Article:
Throwdown (12) |Home Ents Review

Dir. Johnnie To, China, 2004, 95 mins, subtitled

Cast: Louis Koo, Aaron Kwok, Cherrie Ying, Tony Leung

Review by Colin Dibben

Lush neo-noir visuals are the star turn in this beautiful 4K restoration of the great Hong Kong director’s genre-bending tale of urban misfits, addictive impulses and judo.

Bo (Koo) runs a bar in Hong Kong. He gambles and drinks excessively. His mysterious past includes a bout as a judo champion.

When saxophone-playing chancer Tony (Kwok) turns up at the bar and challenges Bo to a fight, Bo resists. He has a scheme instead: get Tony and bolshy waif Mona (Ying) to help him clear his gambling debts, by any means necessary. But in the long run, can Bo deny this opportunity to redeem his past?

Johnnie To (Election, PTU, Three) is often called the heir to John Woo, but he is much more than that. His films remind me of Woo and Ringo Lam, but equally of King Hu and Wong Kar Wai and even the mid-sixties output of Jean-Pierre Melville and Jacques Demy. There’s something playfully French New Wave here too. Throw Down is also flagged in the credits as an homage to Akira Kurosawa, whose debut was about judo.

All that namesdropping is really to say that To works with a wide knowledge of cinema and that his films are highly cinematic. Some of his films are genre-focused. Others, like Throwdown, cross genre boundaries.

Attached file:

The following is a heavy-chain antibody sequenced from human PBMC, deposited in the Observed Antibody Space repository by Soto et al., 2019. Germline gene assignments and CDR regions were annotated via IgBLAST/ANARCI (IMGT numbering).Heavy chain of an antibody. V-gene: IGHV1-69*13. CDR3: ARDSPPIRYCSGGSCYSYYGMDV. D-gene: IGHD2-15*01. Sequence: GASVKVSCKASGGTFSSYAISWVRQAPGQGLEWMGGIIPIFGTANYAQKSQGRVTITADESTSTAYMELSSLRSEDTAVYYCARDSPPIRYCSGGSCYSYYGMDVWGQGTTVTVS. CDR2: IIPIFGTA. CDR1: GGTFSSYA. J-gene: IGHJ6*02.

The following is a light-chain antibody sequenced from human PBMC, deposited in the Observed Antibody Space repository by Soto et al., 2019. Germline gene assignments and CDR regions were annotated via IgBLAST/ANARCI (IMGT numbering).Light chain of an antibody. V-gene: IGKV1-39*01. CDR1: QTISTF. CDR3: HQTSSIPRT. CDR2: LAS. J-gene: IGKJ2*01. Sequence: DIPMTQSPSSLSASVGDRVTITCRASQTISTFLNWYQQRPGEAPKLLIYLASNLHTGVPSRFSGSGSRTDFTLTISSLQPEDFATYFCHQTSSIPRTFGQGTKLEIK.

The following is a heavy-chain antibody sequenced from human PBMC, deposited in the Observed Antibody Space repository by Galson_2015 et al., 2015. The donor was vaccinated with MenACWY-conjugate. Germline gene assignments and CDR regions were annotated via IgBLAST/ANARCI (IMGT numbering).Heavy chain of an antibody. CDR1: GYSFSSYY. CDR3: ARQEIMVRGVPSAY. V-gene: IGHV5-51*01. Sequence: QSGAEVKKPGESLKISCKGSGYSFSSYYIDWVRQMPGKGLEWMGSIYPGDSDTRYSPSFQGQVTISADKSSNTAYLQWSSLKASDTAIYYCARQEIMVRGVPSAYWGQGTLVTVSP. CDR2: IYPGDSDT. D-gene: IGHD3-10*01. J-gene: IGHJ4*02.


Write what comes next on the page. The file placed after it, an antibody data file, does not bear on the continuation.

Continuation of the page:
Crossing genres changes things for an audience. Story-wise, Throwdown appears slightly unfocused, in part because character actions and mood and film technique take centre stage. The story happens in the background, with very little on-the-nose dialogue explaining what is happening.

But the effect is also because the film contains elements of the martial arts film and the urban gangster flick without being reducible to either. It isn’t quite a love story or a tale of heroic comradeship either. The urban exteriors look too steely to make this just a sentimental melodrama.

Throwdown is joyfully cinematic, packed to the sprockets with woozy, saturated colours and technically brilliant tracking shots. To and his cinematographer Siu-Keung Cheng use harsh pooled light for many of the shot exteriors, which are a joy to watch and give the street fighting sequences a wonderful chiaroscuro edge.

There are several extended fight sequences, one which completely demolishes the interior of the bar. The unique aspect of the fights is, of course, that judo is the only martial art deployed in them.

Throwdown is a hyper-stylised hymn to Hong Kong, in a very different fashion to the kinetic, impressionist approach of Kar Wai. It looks sharp and brilliant in this 4K restoration and I urge you to watch it.

Highly recommended.

Throwdown is out on Blu-ray on 18 May 2020.